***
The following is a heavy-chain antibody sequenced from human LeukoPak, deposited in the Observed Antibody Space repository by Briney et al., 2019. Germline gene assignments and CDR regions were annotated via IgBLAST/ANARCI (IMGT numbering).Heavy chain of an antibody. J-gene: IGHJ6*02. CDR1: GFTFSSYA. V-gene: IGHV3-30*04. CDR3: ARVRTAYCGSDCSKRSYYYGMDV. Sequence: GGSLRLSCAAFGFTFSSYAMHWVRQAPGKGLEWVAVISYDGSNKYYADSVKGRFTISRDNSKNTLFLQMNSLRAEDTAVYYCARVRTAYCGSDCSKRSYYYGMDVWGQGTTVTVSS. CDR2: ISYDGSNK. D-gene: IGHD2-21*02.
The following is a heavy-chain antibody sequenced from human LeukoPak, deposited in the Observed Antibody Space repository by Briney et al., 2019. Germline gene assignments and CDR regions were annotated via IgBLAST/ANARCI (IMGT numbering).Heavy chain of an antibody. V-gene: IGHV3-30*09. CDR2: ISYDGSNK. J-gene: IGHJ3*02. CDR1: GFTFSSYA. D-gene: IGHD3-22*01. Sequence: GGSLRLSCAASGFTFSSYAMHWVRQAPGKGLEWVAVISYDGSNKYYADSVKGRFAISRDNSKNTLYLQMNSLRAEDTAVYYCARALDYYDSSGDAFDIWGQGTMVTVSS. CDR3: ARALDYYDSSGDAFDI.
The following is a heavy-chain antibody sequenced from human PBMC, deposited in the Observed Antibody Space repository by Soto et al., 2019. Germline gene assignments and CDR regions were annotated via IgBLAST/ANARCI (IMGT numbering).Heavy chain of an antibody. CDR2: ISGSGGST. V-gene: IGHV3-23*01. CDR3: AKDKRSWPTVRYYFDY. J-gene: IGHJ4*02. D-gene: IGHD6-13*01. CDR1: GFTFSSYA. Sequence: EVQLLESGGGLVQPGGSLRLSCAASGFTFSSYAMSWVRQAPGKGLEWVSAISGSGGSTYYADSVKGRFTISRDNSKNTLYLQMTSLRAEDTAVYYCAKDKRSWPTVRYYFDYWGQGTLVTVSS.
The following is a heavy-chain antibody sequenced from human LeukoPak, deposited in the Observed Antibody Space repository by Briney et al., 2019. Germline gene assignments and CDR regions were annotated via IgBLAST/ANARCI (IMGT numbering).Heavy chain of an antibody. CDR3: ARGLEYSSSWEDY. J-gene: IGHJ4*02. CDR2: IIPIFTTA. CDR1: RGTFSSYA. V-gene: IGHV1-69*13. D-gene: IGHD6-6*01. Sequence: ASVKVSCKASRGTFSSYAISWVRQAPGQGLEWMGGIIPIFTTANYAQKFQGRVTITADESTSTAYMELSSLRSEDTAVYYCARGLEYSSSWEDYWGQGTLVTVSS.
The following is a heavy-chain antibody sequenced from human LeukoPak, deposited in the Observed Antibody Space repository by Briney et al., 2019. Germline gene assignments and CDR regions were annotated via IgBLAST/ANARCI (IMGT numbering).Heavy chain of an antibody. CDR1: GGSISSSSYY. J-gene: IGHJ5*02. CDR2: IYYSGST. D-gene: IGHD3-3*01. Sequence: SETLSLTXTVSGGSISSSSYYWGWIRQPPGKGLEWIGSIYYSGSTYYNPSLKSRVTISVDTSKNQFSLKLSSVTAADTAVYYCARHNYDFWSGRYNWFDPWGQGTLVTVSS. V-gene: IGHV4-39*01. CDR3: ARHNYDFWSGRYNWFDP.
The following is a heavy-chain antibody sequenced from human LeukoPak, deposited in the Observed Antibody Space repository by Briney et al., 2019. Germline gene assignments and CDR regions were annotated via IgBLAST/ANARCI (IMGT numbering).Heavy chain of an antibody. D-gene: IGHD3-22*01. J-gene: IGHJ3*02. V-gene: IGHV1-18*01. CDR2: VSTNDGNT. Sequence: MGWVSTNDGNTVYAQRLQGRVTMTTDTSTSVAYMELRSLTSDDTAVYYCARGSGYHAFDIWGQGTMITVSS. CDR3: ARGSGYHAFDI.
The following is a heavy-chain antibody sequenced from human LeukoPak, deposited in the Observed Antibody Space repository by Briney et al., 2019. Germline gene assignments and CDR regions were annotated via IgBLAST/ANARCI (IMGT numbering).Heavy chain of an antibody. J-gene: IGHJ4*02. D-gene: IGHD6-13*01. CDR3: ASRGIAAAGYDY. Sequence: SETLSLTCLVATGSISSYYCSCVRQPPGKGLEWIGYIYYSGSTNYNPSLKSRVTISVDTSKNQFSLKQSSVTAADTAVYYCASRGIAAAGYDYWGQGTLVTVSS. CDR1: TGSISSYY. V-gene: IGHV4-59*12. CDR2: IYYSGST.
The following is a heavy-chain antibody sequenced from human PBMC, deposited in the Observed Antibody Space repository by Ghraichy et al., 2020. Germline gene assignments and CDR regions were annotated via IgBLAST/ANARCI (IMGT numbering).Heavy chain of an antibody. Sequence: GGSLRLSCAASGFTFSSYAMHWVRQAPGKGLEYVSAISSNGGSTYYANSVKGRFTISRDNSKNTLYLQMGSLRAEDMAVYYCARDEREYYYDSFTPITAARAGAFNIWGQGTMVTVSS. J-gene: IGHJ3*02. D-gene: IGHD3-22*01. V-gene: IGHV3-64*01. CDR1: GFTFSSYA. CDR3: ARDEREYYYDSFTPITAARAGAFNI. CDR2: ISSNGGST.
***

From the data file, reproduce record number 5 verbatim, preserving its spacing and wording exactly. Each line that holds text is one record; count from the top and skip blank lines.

The following is a heavy-chain antibody sequenced from human LeukoPak, deposited in the Observed Antibody Space repository by Briney et al., 2019. Germline gene assignments and CDR regions were annotated via IgBLAST/ANARCI (IMGT numbering).Heavy chain of an antibody. CDR1: GGSISSSSYY. J-gene: IGHJ5*02. CDR2: IYYSGST. D-gene: IGHD3-3*01. Sequence: SETLSLTXTVSGGSISSSSYYWGWIRQPPGKGLEWIGSIYYSGSTYYNPSLKSRVTISVDTSKNQFSLKLSSVTAADTAVYYCARHNYDFWSGRYNWFDPWGQGTLVTVSS. V-gene: IGHV4-39*01. CDR3: ARHNYDFWSGRYNWFDP.